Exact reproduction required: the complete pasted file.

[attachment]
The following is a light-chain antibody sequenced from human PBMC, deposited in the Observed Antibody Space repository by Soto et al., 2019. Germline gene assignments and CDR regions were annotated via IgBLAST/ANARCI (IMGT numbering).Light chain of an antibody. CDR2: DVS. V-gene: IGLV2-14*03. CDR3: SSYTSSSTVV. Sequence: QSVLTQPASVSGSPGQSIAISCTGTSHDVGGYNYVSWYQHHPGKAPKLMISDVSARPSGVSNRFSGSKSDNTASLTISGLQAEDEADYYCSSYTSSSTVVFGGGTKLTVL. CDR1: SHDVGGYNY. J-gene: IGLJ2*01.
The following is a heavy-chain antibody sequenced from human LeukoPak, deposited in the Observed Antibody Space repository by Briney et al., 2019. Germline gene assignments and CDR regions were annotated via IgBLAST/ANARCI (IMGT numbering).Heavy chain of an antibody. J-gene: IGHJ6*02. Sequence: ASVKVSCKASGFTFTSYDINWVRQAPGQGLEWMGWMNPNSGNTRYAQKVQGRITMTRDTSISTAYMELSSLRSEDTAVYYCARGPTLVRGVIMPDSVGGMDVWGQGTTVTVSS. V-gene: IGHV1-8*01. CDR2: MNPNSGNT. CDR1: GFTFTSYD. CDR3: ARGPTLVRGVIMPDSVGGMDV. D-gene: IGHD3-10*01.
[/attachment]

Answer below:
The following is a light-chain antibody sequenced from human PBMC, deposited in the Observed Antibody Space repository by Soto et al., 2019. Germline gene assignments and CDR regions were annotated via IgBLAST/ANARCI (IMGT numbering).Light chain of an antibody. CDR2: DVS. V-gene: IGLV2-14*03. CDR3: SSYTSSSTVV. Sequence: QSVLTQPASVSGSPGQSIAISCTGTSHDVGGYNYVSWYQHHPGKAPKLMISDVSARPSGVSNRFSGSKSDNTASLTISGLQAEDEADYYCSSYTSSSTVVFGGGTKLTVL. CDR1: SHDVGGYNY. J-gene: IGLJ2*01.
The following is a heavy-chain antibody sequenced from human LeukoPak, deposited in the Observed Antibody Space repository by Briney et al., 2019. Germline gene assignments and CDR regions were annotated via IgBLAST/ANARCI (IMGT numbering).Heavy chain of an antibody. J-gene: IGHJ6*02. Sequence: ASVKVSCKASGFTFTSYDINWVRQAPGQGLEWMGWMNPNSGNTRYAQKVQGRITMTRDTSISTAYMELSSLRSEDTAVYYCARGPTLVRGVIMPDSVGGMDVWGQGTTVTVSS. V-gene: IGHV1-8*01. CDR2: MNPNSGNT. CDR1: GFTFTSYD. CDR3: ARGPTLVRGVIMPDSVGGMDV. D-gene: IGHD3-10*01.